Venus and Adonis is a poem by William Shakespeare, published in 1593, and based on passages from Ovid's Metamorphoses. It tells the story of the Greek goddess, Venus and her infatuation for Adonis, a mortal. Adonis is notoriously good looking, but he resists Venus' overtures. The poem ends in tragedy when Adonis is killed during a hunt. Shakespeare dedicated the poem to Henry Wriothesley, the Third Earl of Southampton, a patron of writers.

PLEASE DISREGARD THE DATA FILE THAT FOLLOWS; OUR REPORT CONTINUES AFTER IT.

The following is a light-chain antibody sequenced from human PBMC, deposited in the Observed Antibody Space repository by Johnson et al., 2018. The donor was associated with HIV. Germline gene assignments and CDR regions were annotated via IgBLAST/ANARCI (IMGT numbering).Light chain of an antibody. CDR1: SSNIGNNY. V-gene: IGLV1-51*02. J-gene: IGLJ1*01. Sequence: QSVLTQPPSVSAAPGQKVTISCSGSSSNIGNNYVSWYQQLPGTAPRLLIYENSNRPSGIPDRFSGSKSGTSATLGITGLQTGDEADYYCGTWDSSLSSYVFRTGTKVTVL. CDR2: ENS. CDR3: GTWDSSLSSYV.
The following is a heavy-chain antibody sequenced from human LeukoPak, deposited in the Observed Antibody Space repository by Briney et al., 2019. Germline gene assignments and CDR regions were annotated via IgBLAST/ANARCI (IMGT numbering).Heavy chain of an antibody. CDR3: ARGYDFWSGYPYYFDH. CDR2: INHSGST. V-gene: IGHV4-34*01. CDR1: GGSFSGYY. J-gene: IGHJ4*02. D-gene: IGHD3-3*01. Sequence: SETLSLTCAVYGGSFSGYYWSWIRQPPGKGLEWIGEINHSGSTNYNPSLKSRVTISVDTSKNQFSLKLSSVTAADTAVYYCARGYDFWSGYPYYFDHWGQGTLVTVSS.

In 1594 Shakespeare published another poem, The Rape of Lucrece, which he also dedicated to Wriothesley. The story is said to be one of the key events leading to the formation of the Roman Republic. Lucius Tarquinius had taken the throne against Roman custom. His son, Sextus, rapes Lucrece. Before committing suicide, she tells her father and his companions what has happened and her father vows revenge. Her body is paraded in the Roman Forum, prompting the people of Rome to revolt. The entire Tarquinius family is sent into exile.